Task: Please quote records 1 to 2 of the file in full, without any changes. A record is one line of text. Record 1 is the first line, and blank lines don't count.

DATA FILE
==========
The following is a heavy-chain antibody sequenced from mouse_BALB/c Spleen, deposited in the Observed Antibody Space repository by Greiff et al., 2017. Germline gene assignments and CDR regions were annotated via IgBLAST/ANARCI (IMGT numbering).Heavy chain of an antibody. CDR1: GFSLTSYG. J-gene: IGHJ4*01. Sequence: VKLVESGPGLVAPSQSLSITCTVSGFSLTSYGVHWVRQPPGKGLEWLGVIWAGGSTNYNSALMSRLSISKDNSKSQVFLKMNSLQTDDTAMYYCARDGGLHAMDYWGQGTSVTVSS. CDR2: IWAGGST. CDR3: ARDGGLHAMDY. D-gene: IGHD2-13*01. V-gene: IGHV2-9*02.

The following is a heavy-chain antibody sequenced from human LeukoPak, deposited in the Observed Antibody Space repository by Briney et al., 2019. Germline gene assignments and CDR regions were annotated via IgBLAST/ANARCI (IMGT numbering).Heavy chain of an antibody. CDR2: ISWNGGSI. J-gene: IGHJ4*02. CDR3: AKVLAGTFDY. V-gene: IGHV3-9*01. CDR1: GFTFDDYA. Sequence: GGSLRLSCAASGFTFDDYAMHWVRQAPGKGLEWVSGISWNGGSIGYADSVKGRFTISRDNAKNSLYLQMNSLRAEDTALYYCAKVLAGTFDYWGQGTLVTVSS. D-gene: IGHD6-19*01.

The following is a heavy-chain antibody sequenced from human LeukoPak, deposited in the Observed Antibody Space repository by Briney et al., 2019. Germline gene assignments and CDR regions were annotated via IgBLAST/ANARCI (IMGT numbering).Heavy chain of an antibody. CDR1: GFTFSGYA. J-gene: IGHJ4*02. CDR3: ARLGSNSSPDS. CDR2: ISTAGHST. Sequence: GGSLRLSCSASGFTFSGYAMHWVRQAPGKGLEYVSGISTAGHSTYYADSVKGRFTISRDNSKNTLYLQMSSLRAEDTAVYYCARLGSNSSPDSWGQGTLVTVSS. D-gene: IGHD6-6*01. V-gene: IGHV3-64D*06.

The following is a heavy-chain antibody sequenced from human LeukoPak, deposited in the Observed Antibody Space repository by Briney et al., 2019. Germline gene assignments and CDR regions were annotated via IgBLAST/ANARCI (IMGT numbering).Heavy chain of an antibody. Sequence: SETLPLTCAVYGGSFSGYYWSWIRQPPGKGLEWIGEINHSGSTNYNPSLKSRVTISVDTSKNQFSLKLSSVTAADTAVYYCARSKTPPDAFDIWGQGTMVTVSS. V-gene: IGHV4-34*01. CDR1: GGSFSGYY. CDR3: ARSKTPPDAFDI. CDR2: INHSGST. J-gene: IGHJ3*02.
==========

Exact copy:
The following is a heavy-chain antibody sequenced from mouse_BALB/c Spleen, deposited in the Observed Antibody Space repository by Greiff et al., 2017. Germline gene assignments and CDR regions were annotated via IgBLAST/ANARCI (IMGT numbering).Heavy chain of an antibody. CDR1: GFSLTSYG. J-gene: IGHJ4*01. Sequence: VKLVESGPGLVAPSQSLSITCTVSGFSLTSYGVHWVRQPPGKGLEWLGVIWAGGSTNYNSALMSRLSISKDNSKSQVFLKMNSLQTDDTAMYYCARDGGLHAMDYWGQGTSVTVSS. CDR2: IWAGGST. CDR3: ARDGGLHAMDY. D-gene: IGHD2-13*01. V-gene: IGHV2-9*02.

The following is a heavy-chain antibody sequenced from human LeukoPak, deposited in the Observed Antibody Space repository by Briney et al., 2019. Germline gene assignments and CDR regions were annotated via IgBLAST/ANARCI (IMGT numbering).Heavy chain of an antibody. CDR2: ISWNGGSI. J-gene: IGHJ4*02. CDR3: AKVLAGTFDY. V-gene: IGHV3-9*01. CDR1: GFTFDDYA. Sequence: GGSLRLSCAASGFTFDDYAMHWVRQAPGKGLEWVSGISWNGGSIGYADSVKGRFTISRDNAKNSLYLQMNSLRAEDTALYYCAKVLAGTFDYWGQGTLVTVSS. D-gene: IGHD6-19*01.